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Recalling the perils of Mars exploration: Red Planet Day

November 28, 2013|By Monte Morin
  • This image is among the first close-up photographs taken of another planet. It was taken by Mariner 4 as it flew past Mars in 1964. The spacecraft, which launched on Nov. 28, 1964, executed the first successful mission to Mars. Red Planet Day commemorates that launch.
This image is among the first close-up photographs taken of another planet.… (NASA )

Move over Thanksgiving and Hanukkah, there's another observance that's looking to share the spotlight this Thursday: Red Planet Day.

That's right, Thursday, Nov. 28, marks the 49th anniversary of the launch of Mariner 4, the first spacecraft ever to complete a successful mission to Mars. Roughly eight months after its launch, the flyby probe gave us our first close-up look at the Red Planet.

These days, as the Mars rover Curiosity makes wheel tracks all over Gale crater and zaps rocks with its ChemCam laser, this might not seem like a big deal. However, Red Planet Day celebrants know that successful Mars missions are not routine.

"More than half the missions to Mars have failed. It's hugely risky," said Chrys Rodrigue, a Cal State Long Beach professor who has worked with NASA and teaches a course on Martian geography. "It's been described as the Bermuda Triangle of the solar system."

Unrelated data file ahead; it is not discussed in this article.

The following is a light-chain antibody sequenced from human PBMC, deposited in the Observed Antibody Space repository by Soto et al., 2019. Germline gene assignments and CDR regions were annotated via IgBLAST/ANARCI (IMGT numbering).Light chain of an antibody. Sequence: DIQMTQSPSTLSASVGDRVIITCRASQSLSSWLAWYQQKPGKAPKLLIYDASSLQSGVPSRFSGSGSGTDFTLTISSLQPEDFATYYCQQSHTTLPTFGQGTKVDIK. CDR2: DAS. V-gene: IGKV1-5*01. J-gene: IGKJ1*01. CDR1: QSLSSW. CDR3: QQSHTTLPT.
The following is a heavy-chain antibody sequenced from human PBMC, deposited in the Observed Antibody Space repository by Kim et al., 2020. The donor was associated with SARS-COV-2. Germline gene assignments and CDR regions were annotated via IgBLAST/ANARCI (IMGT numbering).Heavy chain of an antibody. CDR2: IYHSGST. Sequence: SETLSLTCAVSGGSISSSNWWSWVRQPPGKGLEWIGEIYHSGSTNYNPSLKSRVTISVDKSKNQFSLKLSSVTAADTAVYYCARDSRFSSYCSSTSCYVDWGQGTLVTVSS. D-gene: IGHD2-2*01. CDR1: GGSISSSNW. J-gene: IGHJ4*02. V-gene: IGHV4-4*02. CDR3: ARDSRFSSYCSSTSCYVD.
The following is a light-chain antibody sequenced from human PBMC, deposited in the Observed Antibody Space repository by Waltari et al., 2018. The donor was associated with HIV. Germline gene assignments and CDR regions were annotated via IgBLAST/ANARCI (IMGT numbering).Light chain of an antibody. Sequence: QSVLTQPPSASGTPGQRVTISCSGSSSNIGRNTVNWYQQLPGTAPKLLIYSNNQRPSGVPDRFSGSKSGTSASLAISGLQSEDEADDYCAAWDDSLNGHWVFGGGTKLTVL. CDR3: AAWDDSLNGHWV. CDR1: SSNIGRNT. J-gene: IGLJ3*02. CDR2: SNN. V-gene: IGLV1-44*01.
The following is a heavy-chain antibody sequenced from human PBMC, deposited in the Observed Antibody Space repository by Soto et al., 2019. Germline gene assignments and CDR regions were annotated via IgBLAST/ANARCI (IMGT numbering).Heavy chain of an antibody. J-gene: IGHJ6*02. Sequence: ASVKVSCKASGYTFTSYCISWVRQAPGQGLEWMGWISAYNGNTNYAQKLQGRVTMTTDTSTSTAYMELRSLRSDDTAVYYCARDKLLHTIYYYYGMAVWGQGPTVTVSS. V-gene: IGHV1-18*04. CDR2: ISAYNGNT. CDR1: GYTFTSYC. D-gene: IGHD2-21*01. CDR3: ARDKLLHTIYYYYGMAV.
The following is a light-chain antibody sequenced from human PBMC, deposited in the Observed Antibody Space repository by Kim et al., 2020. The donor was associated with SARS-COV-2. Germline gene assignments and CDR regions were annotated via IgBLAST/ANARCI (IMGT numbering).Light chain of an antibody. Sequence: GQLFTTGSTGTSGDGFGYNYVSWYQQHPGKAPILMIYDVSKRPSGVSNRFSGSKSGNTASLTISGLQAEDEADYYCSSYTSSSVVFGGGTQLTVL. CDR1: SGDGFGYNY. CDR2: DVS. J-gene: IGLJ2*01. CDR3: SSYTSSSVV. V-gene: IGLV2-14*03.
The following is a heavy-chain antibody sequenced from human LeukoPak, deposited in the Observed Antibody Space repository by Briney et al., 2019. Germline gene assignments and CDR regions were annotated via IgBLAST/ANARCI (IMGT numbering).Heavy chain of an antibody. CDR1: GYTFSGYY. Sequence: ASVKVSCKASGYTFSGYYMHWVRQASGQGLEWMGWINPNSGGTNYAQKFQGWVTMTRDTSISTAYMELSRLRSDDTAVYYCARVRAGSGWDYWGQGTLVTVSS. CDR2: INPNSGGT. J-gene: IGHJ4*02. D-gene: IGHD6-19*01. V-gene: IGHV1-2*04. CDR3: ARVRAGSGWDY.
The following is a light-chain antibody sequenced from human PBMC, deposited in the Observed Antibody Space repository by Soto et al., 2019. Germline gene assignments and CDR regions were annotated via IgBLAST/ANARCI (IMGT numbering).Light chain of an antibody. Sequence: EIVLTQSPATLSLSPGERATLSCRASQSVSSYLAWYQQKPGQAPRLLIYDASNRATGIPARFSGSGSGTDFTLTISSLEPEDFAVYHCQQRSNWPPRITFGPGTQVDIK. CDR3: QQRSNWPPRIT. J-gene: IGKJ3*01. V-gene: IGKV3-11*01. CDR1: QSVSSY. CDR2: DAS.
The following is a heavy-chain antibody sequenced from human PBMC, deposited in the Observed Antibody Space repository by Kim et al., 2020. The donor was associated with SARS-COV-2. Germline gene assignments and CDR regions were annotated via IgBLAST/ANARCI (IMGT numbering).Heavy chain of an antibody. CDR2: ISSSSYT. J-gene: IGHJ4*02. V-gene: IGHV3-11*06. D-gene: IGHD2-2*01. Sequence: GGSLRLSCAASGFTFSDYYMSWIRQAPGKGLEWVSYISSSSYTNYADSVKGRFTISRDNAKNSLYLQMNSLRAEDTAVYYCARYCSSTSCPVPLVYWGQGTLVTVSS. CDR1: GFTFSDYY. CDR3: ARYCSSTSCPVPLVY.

Mars aficionados also recognize that Mariner 4's images forever changed humanity's view of the planet. Up until the Mariner 4 flyby in July 1965, people could still entertain thoughts of green vegetation and canals on the planet's surface.

Tyler Nordgren, a professor of physics and astronomy at the University of Redlands, said our planetary naivete was enormous at the time. In 1957, the Disney program "Mars and Beyond" speculated on a variety of exotic life forms that might have existed on the planet. 

"Back in the late 1950s we thought the worst-case scenario was that we would find only simple vegetation, you know, grasses, lichen," Nordgren said.

So when Mariner 4 sent back images of a barren world, it was a sobering sight, Nordgren said. "We realized how precious the Earth is."

Nordgren has become very familiar with images of Mars since then. He helped to develop Curiosity's calibration target, a panel that looks somewhat like a color wheel with a joystick handle sticking up from the center.

Curiosity uses the target to adjust color hues in its images to make sure we are seeing Mars as it really appears.

The joystick handle, or spindle, is actually a sun dial that casts a shadow on the different sections of the target so that the color can be fine-tuned for shade.

Nordgren's handiwork has been seen by people across the globe. (The same devices were used on the rovers Spirit and Opportunity, which Nordgren also helped to develop.)

"These Mars dials, as they call them, become the most photographed objects on the surface of Mars," Nordgren said. "There's a delight that wells up inside you when you see one of these photographs and down in the corner is that little dial."

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